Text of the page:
The discussions on the approaches that must be taken especially by public schools in the “new normal” have always singled out connectivity as the main topic.
These talks have also been trying to pin the blame on poor Internet connections on telecommunications companies, they being the ones that have made huge profits as a result of the so-called duopoly, although there are reports that the third company is busy laying down the groundworks for its operations.
There have also been discussions on how to help the students, particularly those coming from poor families, they who cannot even afford three meals a day, let alone buy expensive gadgets needed to go online.
Always forgotten in the discussions is the capacity of teachers to utilize these new teaching schemes, although teachers can also easily adapt to these new methods, but the time element here is so crucial.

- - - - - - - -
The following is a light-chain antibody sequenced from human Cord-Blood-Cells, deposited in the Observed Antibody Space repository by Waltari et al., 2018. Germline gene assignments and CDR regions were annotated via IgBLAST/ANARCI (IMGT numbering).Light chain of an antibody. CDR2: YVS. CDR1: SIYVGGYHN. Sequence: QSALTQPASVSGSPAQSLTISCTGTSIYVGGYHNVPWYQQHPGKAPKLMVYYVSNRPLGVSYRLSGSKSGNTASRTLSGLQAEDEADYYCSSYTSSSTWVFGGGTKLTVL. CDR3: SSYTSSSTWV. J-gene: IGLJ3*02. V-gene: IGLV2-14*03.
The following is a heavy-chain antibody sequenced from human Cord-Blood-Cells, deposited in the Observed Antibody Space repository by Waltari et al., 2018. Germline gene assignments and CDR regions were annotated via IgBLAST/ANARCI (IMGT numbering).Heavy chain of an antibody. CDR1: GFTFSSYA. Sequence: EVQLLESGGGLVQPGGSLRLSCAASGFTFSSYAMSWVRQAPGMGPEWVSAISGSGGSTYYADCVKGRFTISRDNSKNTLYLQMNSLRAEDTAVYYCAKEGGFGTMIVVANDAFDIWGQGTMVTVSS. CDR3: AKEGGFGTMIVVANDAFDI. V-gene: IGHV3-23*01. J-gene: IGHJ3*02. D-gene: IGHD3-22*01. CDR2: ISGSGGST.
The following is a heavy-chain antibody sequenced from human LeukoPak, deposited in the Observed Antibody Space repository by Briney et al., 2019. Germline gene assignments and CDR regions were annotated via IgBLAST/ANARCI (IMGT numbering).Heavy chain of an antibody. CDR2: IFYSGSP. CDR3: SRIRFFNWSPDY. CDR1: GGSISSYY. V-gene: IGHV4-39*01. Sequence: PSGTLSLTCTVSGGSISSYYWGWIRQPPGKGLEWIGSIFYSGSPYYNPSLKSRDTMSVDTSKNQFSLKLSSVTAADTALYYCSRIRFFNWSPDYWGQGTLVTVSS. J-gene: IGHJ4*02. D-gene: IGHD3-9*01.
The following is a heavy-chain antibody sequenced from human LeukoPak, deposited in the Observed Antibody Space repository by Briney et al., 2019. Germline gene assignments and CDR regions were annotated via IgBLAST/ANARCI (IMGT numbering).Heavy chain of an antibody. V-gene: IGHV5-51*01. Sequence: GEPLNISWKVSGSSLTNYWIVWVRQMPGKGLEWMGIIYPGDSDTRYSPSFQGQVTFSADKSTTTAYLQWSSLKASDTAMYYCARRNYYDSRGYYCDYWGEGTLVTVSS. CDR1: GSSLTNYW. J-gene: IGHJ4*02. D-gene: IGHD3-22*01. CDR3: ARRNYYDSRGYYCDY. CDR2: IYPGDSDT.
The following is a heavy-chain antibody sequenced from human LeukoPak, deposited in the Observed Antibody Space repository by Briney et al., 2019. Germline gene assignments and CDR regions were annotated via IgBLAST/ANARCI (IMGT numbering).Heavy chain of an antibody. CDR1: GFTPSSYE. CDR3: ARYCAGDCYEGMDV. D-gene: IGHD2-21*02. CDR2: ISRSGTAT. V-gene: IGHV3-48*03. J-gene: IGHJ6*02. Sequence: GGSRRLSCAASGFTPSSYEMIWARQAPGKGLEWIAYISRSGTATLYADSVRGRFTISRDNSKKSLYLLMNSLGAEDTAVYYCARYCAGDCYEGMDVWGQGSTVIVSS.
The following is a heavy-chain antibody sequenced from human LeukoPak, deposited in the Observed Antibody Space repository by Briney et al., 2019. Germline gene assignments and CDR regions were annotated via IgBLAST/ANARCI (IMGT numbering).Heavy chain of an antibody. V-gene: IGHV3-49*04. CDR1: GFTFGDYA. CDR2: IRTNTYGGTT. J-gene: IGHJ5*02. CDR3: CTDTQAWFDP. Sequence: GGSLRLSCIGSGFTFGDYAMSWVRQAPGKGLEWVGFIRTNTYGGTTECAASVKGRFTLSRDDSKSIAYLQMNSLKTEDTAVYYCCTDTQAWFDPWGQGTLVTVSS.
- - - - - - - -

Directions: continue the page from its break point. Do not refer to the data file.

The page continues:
In this regard, there is a need for the regulatory bodies, or governing agencies, to look at how they can help the teachers, particularly those in rural areas, if these new teaching mechanisms are implemented. They must be provided not only with the equipment, but also with the intangible tools like in-depth knowledge in adopting new teaching methods.
They may have the basic knowledge of how to use the tools, but translating these into effective teaching facilities will be a different story.
And because this will need a longer gestation period, it would also be better for these government agencies to identify which of the schools should undergo the piloting of the new approaches, and allow those that are not prepared to retain their teaching methods, provided that minimum health protocols are followed.
The impact in the implementation of these new approaches will not be immediate, so the transition should be gradual as lessons are expected to be learned along the way.
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